Sorry you’re here

I mean, of course I’m so pleased you found me. That we found each other. But really, you and I know you’re here because life is a bitch and has thrown you a massive curve ball when you were least expecting it.

So what can we do for each other?

Well, I’ll write because there has got to be a way to remain sane through it all. And I’m hoping that in the process I will help others. You. It’s as simple as that.

So I’m married to the love of my life. Course I am, aren’t we all. I have my perfect 2 children. Boy and girl, of course. A beautiful house with a huge garden and a tree house. And a job I love.

Oh, have I mentioned my husband is dying of cancer?

Because I’m afraid, dear reader, that’s why we’re here. We’re here to document my anticipatory grief process. To bitch and moan about cancer, to try to understand how a 30-something year old can possibly be expected to know the right thing to say or do, and to help each other put one foot in front of the other in the process.

I’ll tell you the story of the itchy jumper another time. But for now, let me tell you what the subtitle of this blog is. Why it’s not the other women you should be worried about. You remember those heady first months of a relationship where the thought that he might fancy (what a sweet, innocent word!) another woman gives you shooting pains in your gut. Because there is so much love, and so much hope, what could possibly go wrong.

Sometimes, the things which could never happen to us, do happen to us. That terrible thing that your mother whispers, someone else’s tragedy, other people’s sadness which must be avoided for fear of contamination…well, as it happens, sometimes it becomes you.

And dear reader, be warned: it will kick you in the solar plexus and knock the breath out of you. You’ll be completely unprepared. So I’ll try to help. I’ll tell you my story and I’ll hold your hand. And if that won’t do it, I’ll mix you a bad boy G&T.

You’re welcome

This is us

Published by luiza227

38. Mother of two gorgeous children. Wife of an amazing man. Trying to accept the thought that I will be a widow in the near future. Dark sense of humour. Endless love for people.

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3 Comments

  1. I love your honesty and I hope it helps me understand why my husband alternately hugs me to death with tears in his eyes and forgets my cancer and calls me selfish. It’s like a confusing sunshower.

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    1. Ilene, whenever I get tempted to think ‘poor me’ I remind myself that I wake up every day and am not in pain. My husband hasn’t had a pain free day for over 4 years. So whilst I’m angry on the unfairness of it all, and I miss him dearly, I also know that I’m grieving, and that in itself is a hard process on my husband, who is my nearest and dearest. That is probably what your husband feels. He adores you and feels he is losing you every day, wants to make the most of his time with you whilst always having at the back of his mind the reminder that he is losing you… there are no winners in this game.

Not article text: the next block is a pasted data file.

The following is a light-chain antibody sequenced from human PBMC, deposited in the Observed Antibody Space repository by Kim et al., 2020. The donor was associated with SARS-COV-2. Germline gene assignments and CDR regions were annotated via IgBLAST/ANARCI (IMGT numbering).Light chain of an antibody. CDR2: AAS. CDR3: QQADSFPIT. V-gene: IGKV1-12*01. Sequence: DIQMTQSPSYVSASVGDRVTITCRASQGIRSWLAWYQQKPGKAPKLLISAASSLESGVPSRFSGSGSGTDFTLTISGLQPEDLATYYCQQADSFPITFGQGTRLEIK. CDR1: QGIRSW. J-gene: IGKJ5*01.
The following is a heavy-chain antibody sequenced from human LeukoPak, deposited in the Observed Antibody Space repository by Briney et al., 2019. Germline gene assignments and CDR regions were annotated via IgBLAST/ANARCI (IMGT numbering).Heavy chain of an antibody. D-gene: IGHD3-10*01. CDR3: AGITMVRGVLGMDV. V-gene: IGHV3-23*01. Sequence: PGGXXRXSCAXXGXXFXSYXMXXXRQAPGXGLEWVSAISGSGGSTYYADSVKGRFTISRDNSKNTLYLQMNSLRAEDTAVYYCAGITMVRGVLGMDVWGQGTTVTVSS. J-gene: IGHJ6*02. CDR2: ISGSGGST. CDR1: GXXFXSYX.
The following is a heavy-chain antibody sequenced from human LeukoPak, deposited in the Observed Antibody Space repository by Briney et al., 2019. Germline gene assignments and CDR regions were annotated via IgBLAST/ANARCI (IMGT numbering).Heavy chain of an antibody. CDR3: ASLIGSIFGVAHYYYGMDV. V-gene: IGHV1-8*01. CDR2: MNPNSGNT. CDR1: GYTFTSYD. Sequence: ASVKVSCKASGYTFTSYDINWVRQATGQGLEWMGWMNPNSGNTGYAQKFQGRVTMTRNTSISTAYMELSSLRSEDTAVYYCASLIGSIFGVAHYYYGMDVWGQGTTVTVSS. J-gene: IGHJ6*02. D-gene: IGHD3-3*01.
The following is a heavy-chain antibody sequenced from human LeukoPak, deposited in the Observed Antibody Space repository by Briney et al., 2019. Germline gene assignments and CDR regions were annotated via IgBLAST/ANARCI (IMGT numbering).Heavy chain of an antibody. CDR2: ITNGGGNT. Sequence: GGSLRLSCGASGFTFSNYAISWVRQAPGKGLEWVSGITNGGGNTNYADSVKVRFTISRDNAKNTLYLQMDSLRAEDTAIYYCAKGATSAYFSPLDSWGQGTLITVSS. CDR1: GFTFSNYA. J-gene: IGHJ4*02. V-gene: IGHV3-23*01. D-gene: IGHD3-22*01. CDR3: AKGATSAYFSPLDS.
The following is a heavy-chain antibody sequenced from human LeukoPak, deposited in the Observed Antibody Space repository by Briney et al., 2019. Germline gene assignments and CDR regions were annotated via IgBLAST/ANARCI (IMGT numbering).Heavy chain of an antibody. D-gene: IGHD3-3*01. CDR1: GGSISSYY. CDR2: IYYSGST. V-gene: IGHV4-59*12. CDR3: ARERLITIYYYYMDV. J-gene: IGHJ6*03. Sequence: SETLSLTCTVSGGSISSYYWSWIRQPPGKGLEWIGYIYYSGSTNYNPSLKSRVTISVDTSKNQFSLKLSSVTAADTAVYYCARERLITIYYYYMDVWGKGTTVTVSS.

Liked by 1 person

      1. I agree totally and he’s not sure how to respond to my pain and I keep a happy face firmly in place. It’s odd but trying to seem well is so different from trying not to seem sick. Inside it’s vastly different than outside. You’re so right that there are no winners. Especially when friends and family disappear and isolation becomes the standard. A friend of mine was diagnosed with metastatic colorectal cancer and she’s got so much Facebook support – but I offered help in any way I could whenever she needs it but she turned away towards people who cannot possibly know what stage four cancer is like. She gets so many “atta girls” on Facebook but I know in time all of those people will fade away. I guess I don’t feel the need to announce every day I was in chemo for 26 weeks straight because that’s not the kind of support that does much for me. The blog brings more thoughtful, deeper responses like yours, which I get far more out of than the “likes” on Facebook. There’s nothing to “like” about the treatments or the cancer, and I’m not in a competition to see who has the largest turnout at their funeral service.

        Thank you for your help by giving me a good perspective that I cannot have – I’m deeply sorry for your pain, and no words can take it away and in some ways not even time can heal some wounds. My husband and I joke that we are are still on our first date 12 years later. The honeymoon doesn’t always end in some relationships. People think we are like brother and sister – we even resemble one another… he’s definitely in pain for the thought of losing me. I miss him sometimes too when I cannot get through his pain.

        ❤️
        Ilene

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